In this video we would learn the correct pronunciation of the following brand names: Louis Vuitton, Hermes, Moleskine, Yves Saint Laurent, Lacoste, Chevrolet, Porsche, BMW, McDonalds's.
Language schools in the USA (for international students) - https://goo.gl/H1Y6qX
📗🇺🇸 My book about how I got full financial aid to study in the USA (my story + tips) - https://goo.gl/fKwah2
⭐ INSTAGRAM - linguamarina
⭐ LEARN LANGUAGES ABROAD - https://linguatrip.com
📝 Get your English text corrected instantly - https://fluent.express/
📷 FILMING EQUIPMENT
- Canon G7X - http://amzn.to/2l2aSfE
- Sony A7R II (also perfect for instagram) - http://amzn.to/2DrCNTU
- Sony 50 mm lens - http://amzn.to/2G2r4c4
- Zoom H4n Pro (better than any built-in camera sound) - http://amzn.to/2DVJzyr
- Rode video mic (when I have to use my camera to record the sound) - http://amzn.to/2BhkCKW
$20 TO SPEND ON AIRBNB - https://abnb.me/e/B2yx6PJZER
$20 TO SPEND ON UBER - http://ubr.to/2k1B89L
I don’t understand the purpose of this video... French brands are pronounced as close to the original as possible, but what about Mercedes and Adidas, which are also German like Porsche? If one is pronounced the original way, why not do it with all of them? I just can’t find the logic here
That was such a marvelous idea, and video -- thank you so much for it! I believe along with the correct pronunciation, the Grammar has to be correct, too! Found this excellent way of practising and perfecting English Grammar, that I'd love to share with everyone here:
Marina I'm a huge fan of yours, but this time I have to disagree with you:
US Americans pronunciate so many brands and names so wrong that I just don't know where to start. For example Mercedes is not "Merceidis" as you said, since it is not a US brand of cars.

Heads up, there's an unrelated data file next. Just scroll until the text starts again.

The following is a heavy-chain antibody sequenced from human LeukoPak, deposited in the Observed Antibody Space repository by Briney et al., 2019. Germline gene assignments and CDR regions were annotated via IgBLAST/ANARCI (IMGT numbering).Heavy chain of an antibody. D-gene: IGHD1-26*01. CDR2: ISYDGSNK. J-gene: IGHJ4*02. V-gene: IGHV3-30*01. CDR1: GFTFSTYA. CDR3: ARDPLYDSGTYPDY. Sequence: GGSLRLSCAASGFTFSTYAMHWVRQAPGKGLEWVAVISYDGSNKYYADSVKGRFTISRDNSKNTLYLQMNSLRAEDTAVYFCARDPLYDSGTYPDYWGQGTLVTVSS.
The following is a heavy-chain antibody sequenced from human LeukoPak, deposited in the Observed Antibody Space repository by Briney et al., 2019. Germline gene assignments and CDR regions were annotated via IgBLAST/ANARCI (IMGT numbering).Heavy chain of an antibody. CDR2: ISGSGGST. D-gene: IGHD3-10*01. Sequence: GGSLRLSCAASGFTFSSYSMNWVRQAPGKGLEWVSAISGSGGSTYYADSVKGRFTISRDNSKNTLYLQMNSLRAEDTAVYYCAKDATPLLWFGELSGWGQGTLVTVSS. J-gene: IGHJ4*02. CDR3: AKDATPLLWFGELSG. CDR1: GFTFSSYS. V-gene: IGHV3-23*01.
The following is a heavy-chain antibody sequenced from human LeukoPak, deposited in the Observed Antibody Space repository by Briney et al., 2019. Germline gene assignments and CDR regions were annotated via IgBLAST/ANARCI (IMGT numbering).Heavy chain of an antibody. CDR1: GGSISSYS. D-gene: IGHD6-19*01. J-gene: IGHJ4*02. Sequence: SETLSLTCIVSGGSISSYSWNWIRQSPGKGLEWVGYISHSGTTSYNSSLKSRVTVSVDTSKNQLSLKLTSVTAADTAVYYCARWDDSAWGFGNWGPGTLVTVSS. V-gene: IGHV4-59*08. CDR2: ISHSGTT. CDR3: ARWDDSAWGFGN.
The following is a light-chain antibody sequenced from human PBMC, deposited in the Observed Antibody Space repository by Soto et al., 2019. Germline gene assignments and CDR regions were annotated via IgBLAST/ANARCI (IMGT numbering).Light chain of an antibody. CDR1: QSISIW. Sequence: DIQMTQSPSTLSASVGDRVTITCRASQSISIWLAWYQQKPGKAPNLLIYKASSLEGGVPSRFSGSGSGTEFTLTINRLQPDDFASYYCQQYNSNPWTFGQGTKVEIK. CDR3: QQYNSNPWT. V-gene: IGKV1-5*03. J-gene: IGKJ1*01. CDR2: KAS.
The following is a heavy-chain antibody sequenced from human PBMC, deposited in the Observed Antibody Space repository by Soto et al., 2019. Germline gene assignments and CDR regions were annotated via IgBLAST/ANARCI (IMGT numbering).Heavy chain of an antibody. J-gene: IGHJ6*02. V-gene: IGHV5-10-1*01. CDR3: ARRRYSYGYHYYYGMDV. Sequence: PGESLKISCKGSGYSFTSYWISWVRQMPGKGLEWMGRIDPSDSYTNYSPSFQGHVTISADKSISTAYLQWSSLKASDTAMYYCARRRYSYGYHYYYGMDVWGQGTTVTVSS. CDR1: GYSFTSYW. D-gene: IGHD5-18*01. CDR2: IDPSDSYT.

The same with Porsche, US America say "portch" and that is wrong too! Porscheeee, with an E at the end. Itis a name: Ferdinand Porsche was the brand's founder and he was German, as far as I know.Hermes is wrong again, since it is a French brand the right way to say it is "orme" with decline in the second sylbe.
Despite of Burrito and no "burridou"! "Toyota" not "doiouda" lol...
There are dozens of examples...
I didn't finish this video yet so I could be correcting words that you already did.
Sorry but I will have to dislike this one.
Givenchy is pronounced with a French “J” sound, a soft “jz” made with the tip of the tongue, almost like saying “shh.” So its “jzhiv-on-shee,” since the French “e” makes a long “o” sound, and the “ch” is a “sh” sound.
Marin Community Foundation and Asian Americans/Pacific Islanders in Philanthropy.
Overall, US-born Muslims make up the largest percentage at 34% of all Muslims in the Bay Area, followed by 14% born in Pakistan, 11% in Afghanistan, 10% in India, 3% in Egypt and 2% each in Iran, Jordan, Palestine and Yemen.
Silicon Valley Pakistani-American by the Numbers:
There are 35,000 Pakistani-born Muslims in San Francisco Bay Area, or 14% of the 250,000 Muslims who call the Bay Area home, according to the study. Bay Area Muslim community constitutes 3.5 percent of the area’s total population and is one of the highest concentrations of Muslims in the country.
As of 2013, South Asian Muslims, including Pakistanis, have the highest income levels, with nearly half (49%) of them having a household income above $100,000. In comparison, those groups with the lowest proportion of household incomes above $100,000 were Hispanic Muslims (15%), Afghans (10%), and African American Muslims (10%).
The Bay Area Muslim community is very diverse in terms of race and ethnicity:
South Asians (30%)
African Americans (9%)
Asian/Pacific Islanders (7%)
Based on the survey findings, the majority of Muslims live in the following three counties:
and Contra Costa (12%)
Thousands of Pakistan-born techies are working at Apple, Cisco, Google, Intel, Oracle and hundreds of other high-tech companies from small start-ups to large Fortune 500 corporations. Pakistani-Americans are contributing to what Erik Brynjolfsson and Andrew McAfee describe as "The Second Machine Age" in a recent book with the same title.